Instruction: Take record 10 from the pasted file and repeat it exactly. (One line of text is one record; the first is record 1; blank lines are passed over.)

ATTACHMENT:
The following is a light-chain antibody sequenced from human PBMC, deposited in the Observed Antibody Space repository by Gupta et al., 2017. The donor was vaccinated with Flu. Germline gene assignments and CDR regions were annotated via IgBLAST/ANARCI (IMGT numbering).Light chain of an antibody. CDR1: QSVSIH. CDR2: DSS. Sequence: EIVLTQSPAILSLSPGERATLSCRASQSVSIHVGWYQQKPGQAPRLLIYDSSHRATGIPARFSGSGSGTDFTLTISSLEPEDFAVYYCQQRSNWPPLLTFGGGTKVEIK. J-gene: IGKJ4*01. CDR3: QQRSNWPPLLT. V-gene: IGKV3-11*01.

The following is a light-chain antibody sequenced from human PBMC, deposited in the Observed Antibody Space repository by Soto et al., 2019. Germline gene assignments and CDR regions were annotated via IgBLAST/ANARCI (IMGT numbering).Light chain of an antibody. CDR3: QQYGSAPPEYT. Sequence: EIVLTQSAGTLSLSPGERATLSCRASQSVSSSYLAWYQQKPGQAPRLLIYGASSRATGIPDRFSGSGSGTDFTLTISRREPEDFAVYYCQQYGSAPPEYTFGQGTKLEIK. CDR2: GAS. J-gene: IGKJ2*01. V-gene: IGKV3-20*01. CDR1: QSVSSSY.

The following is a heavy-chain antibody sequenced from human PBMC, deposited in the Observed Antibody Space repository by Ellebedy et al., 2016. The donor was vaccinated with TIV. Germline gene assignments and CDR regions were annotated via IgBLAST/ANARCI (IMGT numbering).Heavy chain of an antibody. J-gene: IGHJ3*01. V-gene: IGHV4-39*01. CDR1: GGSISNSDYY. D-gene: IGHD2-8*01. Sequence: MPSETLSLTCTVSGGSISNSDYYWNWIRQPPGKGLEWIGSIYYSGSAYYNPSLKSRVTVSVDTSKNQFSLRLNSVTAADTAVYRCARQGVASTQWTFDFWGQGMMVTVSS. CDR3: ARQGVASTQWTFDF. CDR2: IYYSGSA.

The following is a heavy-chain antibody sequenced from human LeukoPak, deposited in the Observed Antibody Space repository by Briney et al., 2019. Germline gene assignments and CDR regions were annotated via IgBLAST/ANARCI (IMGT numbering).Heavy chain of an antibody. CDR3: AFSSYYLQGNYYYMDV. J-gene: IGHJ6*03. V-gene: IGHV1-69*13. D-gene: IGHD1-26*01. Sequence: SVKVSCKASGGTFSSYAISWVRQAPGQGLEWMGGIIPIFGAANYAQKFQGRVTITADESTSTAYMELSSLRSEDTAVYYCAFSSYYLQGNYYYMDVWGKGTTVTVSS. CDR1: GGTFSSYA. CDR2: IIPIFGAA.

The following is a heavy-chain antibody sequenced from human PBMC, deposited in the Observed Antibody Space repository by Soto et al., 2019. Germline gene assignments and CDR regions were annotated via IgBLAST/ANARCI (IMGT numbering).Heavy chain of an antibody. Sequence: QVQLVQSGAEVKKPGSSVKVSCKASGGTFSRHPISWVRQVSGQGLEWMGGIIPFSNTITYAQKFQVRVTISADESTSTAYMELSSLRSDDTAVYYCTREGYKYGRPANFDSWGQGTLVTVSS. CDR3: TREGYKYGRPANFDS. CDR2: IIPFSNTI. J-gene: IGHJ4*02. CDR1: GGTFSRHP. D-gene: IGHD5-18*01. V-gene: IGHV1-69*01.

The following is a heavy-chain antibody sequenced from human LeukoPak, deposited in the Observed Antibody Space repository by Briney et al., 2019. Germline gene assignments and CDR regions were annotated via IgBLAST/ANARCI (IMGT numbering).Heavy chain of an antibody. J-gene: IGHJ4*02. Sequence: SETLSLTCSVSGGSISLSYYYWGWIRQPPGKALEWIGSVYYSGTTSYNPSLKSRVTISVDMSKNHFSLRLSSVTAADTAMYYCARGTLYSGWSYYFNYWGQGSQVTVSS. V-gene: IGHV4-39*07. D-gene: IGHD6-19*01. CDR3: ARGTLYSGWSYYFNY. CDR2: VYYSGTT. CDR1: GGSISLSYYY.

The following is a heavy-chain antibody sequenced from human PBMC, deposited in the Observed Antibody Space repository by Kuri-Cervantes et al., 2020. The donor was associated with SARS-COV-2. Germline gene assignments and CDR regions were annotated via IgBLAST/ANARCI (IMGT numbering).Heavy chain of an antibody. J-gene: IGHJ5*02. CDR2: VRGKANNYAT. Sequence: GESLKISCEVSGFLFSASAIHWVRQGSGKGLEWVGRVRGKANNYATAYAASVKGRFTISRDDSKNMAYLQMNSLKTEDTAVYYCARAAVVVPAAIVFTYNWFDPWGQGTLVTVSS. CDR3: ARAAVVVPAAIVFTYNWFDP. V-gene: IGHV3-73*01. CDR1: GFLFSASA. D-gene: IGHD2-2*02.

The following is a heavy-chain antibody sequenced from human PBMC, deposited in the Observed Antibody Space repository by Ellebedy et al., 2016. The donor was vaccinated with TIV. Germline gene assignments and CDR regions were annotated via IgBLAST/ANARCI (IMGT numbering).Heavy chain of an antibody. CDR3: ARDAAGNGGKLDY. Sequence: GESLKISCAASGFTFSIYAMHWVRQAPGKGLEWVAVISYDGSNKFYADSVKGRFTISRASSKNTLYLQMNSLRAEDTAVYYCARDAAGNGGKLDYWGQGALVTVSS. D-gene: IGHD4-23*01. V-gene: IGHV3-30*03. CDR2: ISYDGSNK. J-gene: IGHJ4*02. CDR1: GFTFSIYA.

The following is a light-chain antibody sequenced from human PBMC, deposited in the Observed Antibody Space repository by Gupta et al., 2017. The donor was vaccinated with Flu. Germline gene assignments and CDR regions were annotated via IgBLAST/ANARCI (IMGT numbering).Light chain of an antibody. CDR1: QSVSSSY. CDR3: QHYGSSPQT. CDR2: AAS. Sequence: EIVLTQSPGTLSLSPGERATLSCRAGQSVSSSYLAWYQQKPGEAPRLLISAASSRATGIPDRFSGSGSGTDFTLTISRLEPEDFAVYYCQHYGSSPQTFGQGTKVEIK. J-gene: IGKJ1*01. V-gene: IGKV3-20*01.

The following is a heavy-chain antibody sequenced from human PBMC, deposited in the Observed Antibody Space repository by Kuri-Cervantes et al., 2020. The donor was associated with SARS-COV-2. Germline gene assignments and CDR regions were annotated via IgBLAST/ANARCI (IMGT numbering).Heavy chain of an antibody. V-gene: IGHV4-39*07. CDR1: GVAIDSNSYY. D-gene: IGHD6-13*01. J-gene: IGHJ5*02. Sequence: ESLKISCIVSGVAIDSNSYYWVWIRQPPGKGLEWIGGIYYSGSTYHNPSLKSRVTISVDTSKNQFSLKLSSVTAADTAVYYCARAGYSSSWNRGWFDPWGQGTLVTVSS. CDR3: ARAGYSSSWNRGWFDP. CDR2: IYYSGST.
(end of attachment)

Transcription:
The following is a heavy-chain antibody sequenced from human PBMC, deposited in the Observed Antibody Space repository by Kuri-Cervantes et al., 2020. The donor was associated with SARS-COV-2. Germline gene assignments and CDR regions were annotated via IgBLAST/ANARCI (IMGT numbering).Heavy chain of an antibody. V-gene: IGHV4-39*07. CDR1: GVAIDSNSYY. D-gene: IGHD6-13*01. J-gene: IGHJ5*02. Sequence: ESLKISCIVSGVAIDSNSYYWVWIRQPPGKGLEWIGGIYYSGSTYHNPSLKSRVTISVDTSKNQFSLKLSSVTAADTAVYYCARAGYSSSWNRGWFDPWGQGTLVTVSS. CDR3: ARAGYSSSWNRGWFDP. CDR2: IYYSGST.